One of our favorite pull offs was called She-Boss Stand. In the early years, private homes or small inns were called Stands. They provided weary travellers with a place to spend the night. One such Stand was owned by a woman who had been widowed. She remarried an Indian. He did not speak much English. So when travellers would approach to inquire about lodging, he would point to his wife and say “She Boss” (smart guy!). The name stuck. So the next time you ask Steve a question and he says “She Boss” you’ll understand!
Close to the end of the Tennessee segment is the gravesite of Merriweather Lewis of Lewis and Clark fame. Steve’s read a great deal about the 1803-06 expedition that opened up the West. If he could go back in history, I think he’d like to have been a member of that party. Lewis served as personal secretary to Thomas Jefferson and went on to be Governor of the Louisiana Territory. The circumstances of his death are still unknown, murder or suicide. He was known to have bouts of melancholy. We stopped at the park and toured a replica of the Stand where he was killed and the gravesite. In 1809, he was on his way to Washington to request payment from Congress for unreimbursed expenses incurred during the expedition. He had his original journals with him. Apparently he considered these journals so valuable that he opted to travel by horseback versus by ship thinking that risk of sinking and loosing the papers too risky. The fickle finger of fate awaits. Fortunately, someone travelling with him did get the journals to Washington. He was granted funds posthumously.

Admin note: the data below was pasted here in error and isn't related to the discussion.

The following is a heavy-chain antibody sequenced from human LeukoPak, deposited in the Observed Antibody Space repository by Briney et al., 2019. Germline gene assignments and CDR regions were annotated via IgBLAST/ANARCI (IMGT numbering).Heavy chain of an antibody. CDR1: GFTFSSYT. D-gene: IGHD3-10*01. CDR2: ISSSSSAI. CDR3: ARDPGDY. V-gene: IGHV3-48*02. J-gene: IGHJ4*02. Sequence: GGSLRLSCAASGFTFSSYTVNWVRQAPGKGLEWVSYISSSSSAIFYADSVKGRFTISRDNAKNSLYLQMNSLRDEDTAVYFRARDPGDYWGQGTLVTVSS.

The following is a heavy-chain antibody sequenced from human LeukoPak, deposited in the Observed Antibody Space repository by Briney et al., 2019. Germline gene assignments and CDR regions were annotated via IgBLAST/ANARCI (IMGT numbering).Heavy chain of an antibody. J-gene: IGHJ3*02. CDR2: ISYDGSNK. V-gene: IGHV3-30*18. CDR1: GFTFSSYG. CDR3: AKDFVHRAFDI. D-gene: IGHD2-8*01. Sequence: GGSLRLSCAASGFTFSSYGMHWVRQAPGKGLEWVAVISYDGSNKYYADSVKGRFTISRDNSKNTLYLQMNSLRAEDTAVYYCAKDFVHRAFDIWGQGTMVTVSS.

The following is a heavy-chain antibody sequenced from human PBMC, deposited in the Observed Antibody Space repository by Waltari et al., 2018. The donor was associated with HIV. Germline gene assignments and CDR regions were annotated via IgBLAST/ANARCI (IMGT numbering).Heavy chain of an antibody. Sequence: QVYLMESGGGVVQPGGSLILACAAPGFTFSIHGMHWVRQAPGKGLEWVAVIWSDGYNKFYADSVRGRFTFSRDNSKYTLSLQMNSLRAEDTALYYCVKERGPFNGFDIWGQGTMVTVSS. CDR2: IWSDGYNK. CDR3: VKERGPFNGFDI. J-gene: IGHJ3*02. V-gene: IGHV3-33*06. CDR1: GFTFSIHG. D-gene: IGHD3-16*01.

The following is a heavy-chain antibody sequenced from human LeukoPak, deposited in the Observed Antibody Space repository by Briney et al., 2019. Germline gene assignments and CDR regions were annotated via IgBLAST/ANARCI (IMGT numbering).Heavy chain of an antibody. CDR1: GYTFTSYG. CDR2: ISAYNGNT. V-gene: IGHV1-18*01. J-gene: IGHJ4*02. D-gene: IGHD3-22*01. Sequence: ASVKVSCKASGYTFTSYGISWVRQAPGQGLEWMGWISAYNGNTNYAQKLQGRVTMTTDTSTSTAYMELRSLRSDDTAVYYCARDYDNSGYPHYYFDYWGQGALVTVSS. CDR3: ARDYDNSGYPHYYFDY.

Back on the road and heading to J P Coleman State Park in Iuka, MS http://www.stateparks.com/j_p_coleman.html. We had booked a trailer site online at this park as it was only 30 minutes from Corinth, MS where my relatives live. This is a very popular park on Pickwick Lake. Pickwick Lake is part of the TVA project and borders TN, MS and AL. The description was for a 35′ RV (ours is 26′) and a moderate grade. Since we had lingered along the Parkway we didn’t arrive until 5pm which was the same time as the thunderstorm! What we found at site 69 was a steep incline and banked both front to back and side to side! When we booked our site, there were only 2 sites left. It didn’t take a genius to figure out why. After four tries and many words I can’t use here, we gave up. I have a passion for collecting brochures wherever we go and had done so at the Park office. Through them, we found a private campground that caters to seasonal renters but did have one spot for daily use. This also was on Pickwick Lake. Finally after settling in, we met up with family and had a spaghetti dinner at the trailer. All 8 of us huddling under the awning to stay dry. It’s a good thing it did rain that night (and most every night) to cool things down because we found the AC had stopped working too! Repeat after me… I LOVE CAMPING, I LOVE MY RV… I LOVE CAMPING ……The next few days were spent kayaking on Pickwick Lake and touring the area. We did return to JP Coleman and were given a voucher for 4 nights. We’ll use this on our retirement trip this Fall but it won’t be for site 69! The park itself is beautiful and wild hydrangea were in bloom.